Doñana expedition October 2023

Wouter Vansteelant & Jos Hooijmeijer

In the first weeks of October, the Godwit team made a short expedition to look for colour-ringed godwits in the greater Doñana area, and in the nearby Odiel estuary in Huelva. The main objective of these October expeditions is to obtain ring-readings of the minority of Continental Black-tailed Godwits that spend the northern winter north of the Sahara. This year, Jos Hooimeijer who has been visiting the Iberian godwit sites for many years teamed up with Wouter Vansteelant who is studying the response of godwits to rapid wetland loss in the Doñana region.

When watching godwits in Spain, you’ll often see flamingos in the same view.

Despite the fact that much of the godwits’ former wintering areas in the Guadalquivir delta around Doñana National Park have dried up due to a persistent drought, Jos and Wouter were still able to find several thousand birds on this expedition. Among the flocks of godwits we found 70 birds that were colour-ringed in the long-term research programme of RUG, and 21 birds ringed by other schemes. Not the best result compared to the last few October expeditions, but this was partly due to sometimes difficult ring-reading conditions, with godwits standing belly-deep in water.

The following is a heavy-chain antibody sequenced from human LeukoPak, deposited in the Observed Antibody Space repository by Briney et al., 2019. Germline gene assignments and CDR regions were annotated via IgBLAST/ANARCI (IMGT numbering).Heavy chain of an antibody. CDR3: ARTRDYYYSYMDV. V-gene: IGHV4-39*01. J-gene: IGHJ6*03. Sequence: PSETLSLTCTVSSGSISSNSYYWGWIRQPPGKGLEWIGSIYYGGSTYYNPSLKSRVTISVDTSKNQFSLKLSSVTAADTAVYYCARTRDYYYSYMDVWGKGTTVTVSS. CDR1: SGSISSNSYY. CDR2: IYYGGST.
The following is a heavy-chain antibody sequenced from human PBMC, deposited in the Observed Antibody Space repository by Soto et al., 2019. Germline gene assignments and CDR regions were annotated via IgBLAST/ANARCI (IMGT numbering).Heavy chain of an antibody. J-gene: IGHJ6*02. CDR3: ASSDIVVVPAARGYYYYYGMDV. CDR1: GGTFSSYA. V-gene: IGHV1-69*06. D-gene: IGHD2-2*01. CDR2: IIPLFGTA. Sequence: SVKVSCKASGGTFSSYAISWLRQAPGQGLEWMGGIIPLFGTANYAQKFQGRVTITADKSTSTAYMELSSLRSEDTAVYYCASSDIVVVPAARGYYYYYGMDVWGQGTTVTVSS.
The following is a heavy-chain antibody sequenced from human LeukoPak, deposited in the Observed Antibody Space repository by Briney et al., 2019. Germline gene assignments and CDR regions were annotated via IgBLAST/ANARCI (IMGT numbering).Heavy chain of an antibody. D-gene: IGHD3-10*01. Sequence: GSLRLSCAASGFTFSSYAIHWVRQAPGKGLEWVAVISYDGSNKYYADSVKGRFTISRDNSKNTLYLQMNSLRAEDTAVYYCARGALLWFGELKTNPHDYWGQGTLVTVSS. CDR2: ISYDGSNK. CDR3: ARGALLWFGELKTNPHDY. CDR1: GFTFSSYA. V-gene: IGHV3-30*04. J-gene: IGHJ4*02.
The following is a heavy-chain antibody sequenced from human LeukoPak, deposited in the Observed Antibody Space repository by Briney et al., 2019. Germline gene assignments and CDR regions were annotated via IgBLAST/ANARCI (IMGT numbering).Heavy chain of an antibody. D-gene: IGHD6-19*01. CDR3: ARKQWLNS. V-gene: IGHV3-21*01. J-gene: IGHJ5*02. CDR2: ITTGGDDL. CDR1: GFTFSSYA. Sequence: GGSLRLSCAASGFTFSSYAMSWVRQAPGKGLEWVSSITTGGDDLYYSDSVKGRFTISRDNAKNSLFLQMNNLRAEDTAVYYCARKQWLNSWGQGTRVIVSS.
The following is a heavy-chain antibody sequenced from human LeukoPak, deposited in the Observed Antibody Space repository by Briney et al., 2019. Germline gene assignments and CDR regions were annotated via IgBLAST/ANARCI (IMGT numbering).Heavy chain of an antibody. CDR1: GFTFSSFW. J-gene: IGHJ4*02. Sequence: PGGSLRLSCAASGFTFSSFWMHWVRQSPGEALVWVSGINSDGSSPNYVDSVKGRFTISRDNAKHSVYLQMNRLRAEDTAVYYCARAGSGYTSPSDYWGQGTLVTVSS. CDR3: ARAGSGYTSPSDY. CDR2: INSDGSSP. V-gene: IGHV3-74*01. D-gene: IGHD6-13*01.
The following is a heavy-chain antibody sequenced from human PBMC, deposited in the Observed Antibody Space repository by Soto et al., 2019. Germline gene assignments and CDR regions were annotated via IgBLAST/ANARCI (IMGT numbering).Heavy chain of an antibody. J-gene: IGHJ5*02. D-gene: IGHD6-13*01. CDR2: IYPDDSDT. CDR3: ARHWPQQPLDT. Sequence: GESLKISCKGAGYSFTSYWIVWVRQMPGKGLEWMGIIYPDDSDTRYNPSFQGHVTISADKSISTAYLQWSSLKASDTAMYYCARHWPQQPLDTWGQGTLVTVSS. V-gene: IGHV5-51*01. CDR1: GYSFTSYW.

Most godwits were seen alongside large concentrations of other waterbirds in the few remaining wetlands in the region that were used by the transmitter-birds in the days and weeks prior to our expedition. In general, the field observations matched very well with the behavioural patterns in the tracking data of the transmitter-birds. For example, at the rice fields of Hato Blanco Jos and Wouter saw godwits arriving in the evening, while leaving the rice fields in the early morning, entirely consistent with nocturnal foraging on these rice fields by several GPS-tracked birds. These observations and others are related in detail in the richly illustrated October 2023 Expedition report that is now freely available online, along with the report of the more extensive February 2023 Expedition as well as previous expeditions. These latest reports can make for grim reading as 2023 was the driest year since we started to survey godwits in southern Spain. But our efforts are arguably more relevant than ever, now that the region faces unprecedented impacts of climate change, and while major changes in water and natural area management are underway.

When we visited some of the last remaining rice fields around Doñana at Hato Blanco Nuevo (green fields on top of this image) we could see flocks of godwits arriving from the direction of the Antonio Valverde research center (cluster of points at bottom of image); entirely consistent with the GPS data of transmitter-birds Boerestreek (purple) and Haukesleat (pink).

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